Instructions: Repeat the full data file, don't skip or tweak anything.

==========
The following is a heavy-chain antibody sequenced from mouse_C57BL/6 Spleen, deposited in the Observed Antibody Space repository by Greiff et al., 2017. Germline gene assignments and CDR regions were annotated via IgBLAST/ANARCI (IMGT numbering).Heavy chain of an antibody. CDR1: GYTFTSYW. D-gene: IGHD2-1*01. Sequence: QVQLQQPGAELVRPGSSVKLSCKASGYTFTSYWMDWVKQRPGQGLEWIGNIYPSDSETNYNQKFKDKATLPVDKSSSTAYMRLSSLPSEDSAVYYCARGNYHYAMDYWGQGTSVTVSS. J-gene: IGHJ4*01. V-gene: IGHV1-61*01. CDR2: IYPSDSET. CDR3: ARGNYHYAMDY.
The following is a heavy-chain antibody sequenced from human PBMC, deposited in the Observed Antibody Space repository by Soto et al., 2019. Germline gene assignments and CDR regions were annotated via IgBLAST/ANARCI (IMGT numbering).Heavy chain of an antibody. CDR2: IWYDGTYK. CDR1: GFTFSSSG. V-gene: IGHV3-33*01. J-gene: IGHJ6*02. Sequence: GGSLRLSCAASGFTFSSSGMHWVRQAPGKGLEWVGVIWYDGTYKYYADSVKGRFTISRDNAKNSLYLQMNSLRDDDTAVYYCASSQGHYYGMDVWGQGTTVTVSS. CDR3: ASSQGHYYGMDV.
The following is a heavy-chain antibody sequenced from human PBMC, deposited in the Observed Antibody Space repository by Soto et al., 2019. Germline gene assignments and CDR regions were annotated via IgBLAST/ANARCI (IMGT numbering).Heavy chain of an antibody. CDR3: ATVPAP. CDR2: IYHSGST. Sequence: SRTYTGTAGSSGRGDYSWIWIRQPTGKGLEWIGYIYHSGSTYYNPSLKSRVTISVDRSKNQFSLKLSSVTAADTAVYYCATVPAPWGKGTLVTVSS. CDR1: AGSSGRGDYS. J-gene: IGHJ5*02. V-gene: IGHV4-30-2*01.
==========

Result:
The following is a heavy-chain antibody sequenced from mouse_C57BL/6 Spleen, deposited in the Observed Antibody Space repository by Greiff et al., 2017. Germline gene assignments and CDR regions were annotated via IgBLAST/ANARCI (IMGT numbering).Heavy chain of an antibody. CDR1: GYTFTSYW. D-gene: IGHD2-1*01. Sequence: QVQLQQPGAELVRPGSSVKLSCKASGYTFTSYWMDWVKQRPGQGLEWIGNIYPSDSETNYNQKFKDKATLPVDKSSSTAYMRLSSLPSEDSAVYYCARGNYHYAMDYWGQGTSVTVSS. J-gene: IGHJ4*01. V-gene: IGHV1-61*01. CDR2: IYPSDSET. CDR3: ARGNYHYAMDY.
The following is a heavy-chain antibody sequenced from human PBMC, deposited in the Observed Antibody Space repository by Soto et al., 2019. Germline gene assignments and CDR regions were annotated via IgBLAST/ANARCI (IMGT numbering).Heavy chain of an antibody. CDR2: IWYDGTYK. CDR1: GFTFSSSG. V-gene: IGHV3-33*01. J-gene: IGHJ6*02. Sequence: GGSLRLSCAASGFTFSSSGMHWVRQAPGKGLEWVGVIWYDGTYKYYADSVKGRFTISRDNAKNSLYLQMNSLRDDDTAVYYCASSQGHYYGMDVWGQGTTVTVSS. CDR3: ASSQGHYYGMDV.
The following is a heavy-chain antibody sequenced from human PBMC, deposited in the Observed Antibody Space repository by Soto et al., 2019. Germline gene assignments and CDR regions were annotated via IgBLAST/ANARCI (IMGT numbering).Heavy chain of an antibody. CDR3: ATVPAP. CDR2: IYHSGST. Sequence: SRTYTGTAGSSGRGDYSWIWIRQPTGKGLEWIGYIYHSGSTYYNPSLKSRVTISVDRSKNQFSLKLSSVTAADTAVYYCATVPAPWGKGTLVTVSS. CDR1: AGSSGRGDYS. J-gene: IGHJ5*02. V-gene: IGHV4-30-2*01.